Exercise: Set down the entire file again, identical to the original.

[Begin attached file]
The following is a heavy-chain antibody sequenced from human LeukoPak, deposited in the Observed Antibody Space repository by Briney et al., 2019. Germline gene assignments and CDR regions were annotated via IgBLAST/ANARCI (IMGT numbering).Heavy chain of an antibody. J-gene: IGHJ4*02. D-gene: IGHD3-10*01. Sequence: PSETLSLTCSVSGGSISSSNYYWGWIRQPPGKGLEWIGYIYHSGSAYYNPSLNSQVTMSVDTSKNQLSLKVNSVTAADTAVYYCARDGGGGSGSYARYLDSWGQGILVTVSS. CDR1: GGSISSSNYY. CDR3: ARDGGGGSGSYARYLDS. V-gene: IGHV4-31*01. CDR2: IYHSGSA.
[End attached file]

The following is a heavy-chain antibody sequenced from human LeukoPak, deposited in the Observed Antibody Space repository by Briney et al., 2019. Germline gene assignments and CDR regions were annotated via IgBLAST/ANARCI (IMGT numbering).Heavy chain of an antibody. J-gene: IGHJ4*02. D-gene: IGHD3-10*01. Sequence: PSETLSLTCSVSGGSISSSNYYWGWIRQPPGKGLEWIGYIYHSGSAYYNPSLNSQVTMSVDTSKNQLSLKVNSVTAADTAVYYCARDGGGGSGSYARYLDSWGQGILVTVSS. CDR1: GGSISSSNYY. CDR3: ARDGGGGSGSYARYLDS. V-gene: IGHV4-31*01. CDR2: IYHSGSA.